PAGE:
Thursday, July 15, 2010

Millie Jackson: The Bitch Is Back (1999)

(As published in the Illinois Entertainer ... )

"A couple of times," says the husky-voiced soul singer on the other end of the line, "I just had to knock the living daylights out of him to let him know that even though I'm a woman, I hit pretty hard."

In different times, the woman could've been Aretha Franklin talking about Ted White or Tina Turner about Ike. This time, however, it's Millie Jackson, the notoriously lascivious deep-soul diva, recalling the son she raised as a single mom in a man's, man's, man's world. "One day when he was a teenager," she continues, "I slapped him in the mouth. Blood flew and scared the hell out of both of us. He got scared and said, 'No, mama! No more! Don't hit me, Mama!' He ran upstairs, and I yelled, 'Now, get upstairs before I kill ya!'

'Then I told my girlfriend, 'Go see if he's all right.'" Jackson explodes into laughter. The irony that after twenty-eight years of making records her greatest hit may turn out to have been not a song but an act of decidedly tough love is not lost on her. "He was talking back to me, so I just stopped him. I busted his lip, he saw the blood, and it scared him. I saw the blood, and it scared me.

"We gained a new respect for each other," she adds, then explodes into laughter again.

It's a Saturday morning, and Jackson is doing interviews from her home in Atlanta to promote the release of Between the Sheets, her new domestic best-of on BMG's House of Hits/7N label. A sixteen-track chronicle of her eleven years on Spring Records (1972-'83), it joins Jive's 1994 The Very Best! of Millie Jackson in restoring to easy availability the career highlights of a singer who during her prime was every bit the equal--and sometimes the superior--of Gladys Knight, Patti LaBelle, and the Pointer Sisters, black female acts who during the '70's and '80's crossed over to white audiences while Jackson maintained a marginal mainstream presence at best. (Only 1972's "Ask Me What You Want" and 1973's "Hurts So Good," which reached twenty-seven and twenty-four respectively, hit the top-forty.)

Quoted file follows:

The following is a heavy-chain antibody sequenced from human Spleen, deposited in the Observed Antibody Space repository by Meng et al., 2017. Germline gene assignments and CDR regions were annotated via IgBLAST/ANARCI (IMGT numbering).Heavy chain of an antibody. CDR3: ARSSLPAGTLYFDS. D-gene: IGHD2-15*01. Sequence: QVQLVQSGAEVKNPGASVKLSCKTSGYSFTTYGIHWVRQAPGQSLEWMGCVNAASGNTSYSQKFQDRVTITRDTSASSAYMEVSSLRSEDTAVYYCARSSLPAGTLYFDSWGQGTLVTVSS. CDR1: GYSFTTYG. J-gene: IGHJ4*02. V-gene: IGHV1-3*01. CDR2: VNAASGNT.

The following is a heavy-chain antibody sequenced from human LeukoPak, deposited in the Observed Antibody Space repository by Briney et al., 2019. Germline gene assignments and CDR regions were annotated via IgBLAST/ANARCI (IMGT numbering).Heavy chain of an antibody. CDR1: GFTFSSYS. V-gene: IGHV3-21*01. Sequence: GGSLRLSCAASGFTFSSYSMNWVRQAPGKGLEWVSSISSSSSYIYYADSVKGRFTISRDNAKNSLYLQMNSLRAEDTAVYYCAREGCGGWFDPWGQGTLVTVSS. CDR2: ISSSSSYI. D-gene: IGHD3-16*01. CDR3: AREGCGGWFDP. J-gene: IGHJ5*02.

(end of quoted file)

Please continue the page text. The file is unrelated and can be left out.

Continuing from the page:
Looking back, it's easy to see that what kept Jackson from crossing over had nothing to do with her singing and everything to do with her monologues, blunt raps in which she discussed marriage and adultery like a female cross between Redd Foxx and Little Richard. She titled her excellent 1979 live album Live and Uncensored and her 1982 one Live and Outrageous (Rated XXX). Both titles fit. And, unlike '74's Caught Up (which reached twenty-one on the album charts) and '77's Feelin' Bitchy (thirty-four), neither live album went mainstream.

Between the Sheets emphasizes Jackson the Singer at the expense of Jackson the Bitchy Monologist, reducing her eleven-minute version of "(If Loving You Is Wrong) I Don't Want to Be Right," for instance, to three minutes and twenty-eight seconds by excising the rap portion altogether. The singing it emphasizes, though, does justice to Jackson's considerable interpretive gifts. Rare is the professional who can make Allen Toussaint ("I'll Be Rolling [with The Punches]") and Bobby Goldsboro ("Summer [The First Time]") sound as if they belong in the same career.

By including all ten minutes and thirty-nine seconds of '77's "All the Way Lover," however, the collection does capture one classic Millie monologue. "When I speak of an all-the-way lover," she begins, "I'm not only referring to the men, 'cause some of you women ain't shit either."